During the SeaLevel is organized along three work packages, which differ according to their spatial scale, their geographic foci but also with respect to the required participation from natural or social sciences.
As shown in Fig. 1, these work packages are all concerned with providing sea level information at coastal locations and studying the interactions between sea level changes and coastal societies. To foster interactions, SeaLevel work packages were planned around topics, not around disciplines.
WP A analyzes the mechanisms of sea level variability with primary focus on processes leading to spatially highly inhomogeneous patterns of regional seal level change on time scales of up to 50 years. The WP A will provide a comprehensive understanding of the natural and anthropogenic factors governing regional sea level variability. Respective work includes oceanographic, geodetic and cryospheric research on regional sea level patterns and also addresses terrestrial hydrological contributions. We will determine the origins of regional sea level changes at decadal to centennial time scales and identify the mechanisms causing coastal sea level changes on decadal time scales. To reach these goals the WP has to address also basin-scale to global data quality issues of in situ and satellite data. Results from WP A will provide knowledge of processes leading to sea level changes in the past, at present and in the future and will provide uncertainties in projected components. Such information is required as a boundary condition for coastal systems and their change on decadal to centennial time scales. Output from WP A will feed directly into WP B where an improved knowledge base will be created for coastal sea level change information with focus on the selected study regions. Output from WP A will also feed directly into WP C by providing regional climate information.
WP B is concerned with the establishment of a scientific basis for obtaining reliable local projections of sea level trends, thereby improving the scientific basis for providing quantitative and detailed (high-resolution and high-end) estimates of future coastal sea level changes in the two focus regions. WP B investigates the interaction of the large-scale ocean circulation with shelf seas and ice sheets on regional and local scale thereby downscaling climate related sea level information to coastal locations. It will provide new insight into small-scale processes related to the downscaling of sea level to coastal regions. The information will be merged with local geophysical processes controlling vertical motion of the solid earth and changes in coastline morphology. WP B thus involves regional studies to investigate specific geophysical processes relevant for coastal sea level changes, e.g. the relationship between ocean circulation and sea level changes in shelf regions, processes relating to interaction of ocean circulation and ice sheets, and sea level changes in specific coastal regions due to land movement (subsidence) and lateral inundation (morphodynamics) in interaction with regional sea level changes. New insight gained by WP B in terms of sea level change will feed into WP C by providing improved coastal sea level change scenarios for the selected pilot regions. Massive adaption measures (such as massive embankments) might contribute to changes in extreme sea levels. This in turn requires intensive work on explaining past changes in local sea level including those driven by human interventions.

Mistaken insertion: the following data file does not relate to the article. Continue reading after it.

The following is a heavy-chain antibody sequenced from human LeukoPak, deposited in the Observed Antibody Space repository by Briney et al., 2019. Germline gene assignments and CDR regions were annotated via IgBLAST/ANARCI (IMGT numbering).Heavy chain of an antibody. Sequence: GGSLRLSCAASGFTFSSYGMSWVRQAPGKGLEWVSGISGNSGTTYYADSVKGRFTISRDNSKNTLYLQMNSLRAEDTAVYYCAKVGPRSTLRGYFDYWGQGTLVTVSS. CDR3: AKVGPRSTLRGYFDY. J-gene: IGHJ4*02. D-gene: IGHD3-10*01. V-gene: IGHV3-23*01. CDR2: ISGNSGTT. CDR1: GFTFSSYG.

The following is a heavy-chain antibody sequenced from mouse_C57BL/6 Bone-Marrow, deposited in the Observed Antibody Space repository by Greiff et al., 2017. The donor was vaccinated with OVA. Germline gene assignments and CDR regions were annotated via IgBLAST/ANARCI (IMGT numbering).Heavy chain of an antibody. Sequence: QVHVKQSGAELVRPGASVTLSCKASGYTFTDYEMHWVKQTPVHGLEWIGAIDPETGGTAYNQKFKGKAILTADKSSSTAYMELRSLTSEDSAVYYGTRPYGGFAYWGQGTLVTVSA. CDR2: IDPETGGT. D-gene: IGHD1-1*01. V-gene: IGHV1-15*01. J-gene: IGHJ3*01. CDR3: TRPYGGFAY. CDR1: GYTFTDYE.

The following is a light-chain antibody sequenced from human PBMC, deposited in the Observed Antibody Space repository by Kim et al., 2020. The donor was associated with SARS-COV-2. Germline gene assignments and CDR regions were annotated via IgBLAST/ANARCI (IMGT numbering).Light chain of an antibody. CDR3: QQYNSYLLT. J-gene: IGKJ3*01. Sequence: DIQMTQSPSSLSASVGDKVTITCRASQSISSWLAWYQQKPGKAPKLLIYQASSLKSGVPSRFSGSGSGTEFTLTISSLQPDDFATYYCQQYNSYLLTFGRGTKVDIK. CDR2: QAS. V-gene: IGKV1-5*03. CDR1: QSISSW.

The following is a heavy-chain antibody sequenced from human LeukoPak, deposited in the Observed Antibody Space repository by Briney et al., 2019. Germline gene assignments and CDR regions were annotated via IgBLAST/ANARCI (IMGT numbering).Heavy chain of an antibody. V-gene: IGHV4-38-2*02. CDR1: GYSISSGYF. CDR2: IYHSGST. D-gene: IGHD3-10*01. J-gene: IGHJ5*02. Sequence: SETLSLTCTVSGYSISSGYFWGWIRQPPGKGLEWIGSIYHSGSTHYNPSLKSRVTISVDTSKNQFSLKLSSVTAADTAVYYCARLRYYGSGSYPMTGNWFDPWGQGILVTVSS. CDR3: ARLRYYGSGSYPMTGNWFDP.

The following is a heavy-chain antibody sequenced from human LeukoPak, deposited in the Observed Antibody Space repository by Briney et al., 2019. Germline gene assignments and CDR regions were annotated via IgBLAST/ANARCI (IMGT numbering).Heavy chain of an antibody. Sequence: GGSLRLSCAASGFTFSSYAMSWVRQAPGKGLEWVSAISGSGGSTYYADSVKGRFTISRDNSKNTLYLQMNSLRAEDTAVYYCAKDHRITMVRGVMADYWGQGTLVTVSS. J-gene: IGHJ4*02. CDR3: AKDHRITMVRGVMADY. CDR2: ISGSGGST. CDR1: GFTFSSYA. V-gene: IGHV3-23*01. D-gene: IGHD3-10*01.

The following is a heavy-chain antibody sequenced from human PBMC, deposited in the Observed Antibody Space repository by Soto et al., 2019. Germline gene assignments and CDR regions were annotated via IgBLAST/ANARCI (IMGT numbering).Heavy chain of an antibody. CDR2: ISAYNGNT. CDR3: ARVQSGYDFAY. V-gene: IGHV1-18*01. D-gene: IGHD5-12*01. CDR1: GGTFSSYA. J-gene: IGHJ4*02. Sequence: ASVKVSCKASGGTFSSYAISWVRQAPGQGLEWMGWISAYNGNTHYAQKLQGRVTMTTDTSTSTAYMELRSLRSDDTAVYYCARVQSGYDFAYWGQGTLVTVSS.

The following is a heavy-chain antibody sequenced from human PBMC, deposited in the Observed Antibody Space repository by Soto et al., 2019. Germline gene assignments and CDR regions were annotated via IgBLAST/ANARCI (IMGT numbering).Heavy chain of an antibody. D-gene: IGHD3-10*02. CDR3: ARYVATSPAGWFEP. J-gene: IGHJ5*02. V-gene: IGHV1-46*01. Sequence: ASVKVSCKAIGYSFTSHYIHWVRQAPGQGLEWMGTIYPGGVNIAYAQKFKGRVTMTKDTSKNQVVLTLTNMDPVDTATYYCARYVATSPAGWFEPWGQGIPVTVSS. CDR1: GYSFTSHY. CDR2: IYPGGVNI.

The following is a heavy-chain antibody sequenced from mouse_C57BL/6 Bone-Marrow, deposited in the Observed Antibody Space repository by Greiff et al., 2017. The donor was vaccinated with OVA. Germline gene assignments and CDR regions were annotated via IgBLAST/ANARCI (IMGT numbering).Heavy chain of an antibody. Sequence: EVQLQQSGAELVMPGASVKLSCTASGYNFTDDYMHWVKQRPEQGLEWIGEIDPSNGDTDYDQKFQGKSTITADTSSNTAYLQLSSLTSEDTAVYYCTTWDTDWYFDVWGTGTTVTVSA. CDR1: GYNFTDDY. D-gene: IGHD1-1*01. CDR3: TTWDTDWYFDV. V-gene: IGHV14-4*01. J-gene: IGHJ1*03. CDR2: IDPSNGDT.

WP C performs an integrated analysis of sea level change and human environment interactions in the selected two study regions, and aims to identify sea level stressors, coastal impacts, adaption pathways and policies for the studied regions. This involves the assessment of how coastal societies have coped with past coastal changes, the socio-economic consequences of future sea level changes to coastal and island societies, and the implications of possible regional and local adaptation and risk management strategies in sea level hot spots. WP C will also use and explore to what extent the sea level rise information generated in WP A and WP B is effective for analyzing large infrastructure and planning adaption decisions in the study regions. By answering questions about socio- economic implications, adaptation decisions and human–environment interactions, WP C will stimulate the creation of knowledge basis for quantitative coastal zone management studies. The insights generated in WP C is also essential for directing and readjusting the activities in the other WPs to make their outcome more useful for coastal communities. Thus results from WP C will feed back into WP A and WP B in terms of new questions asked and information requested.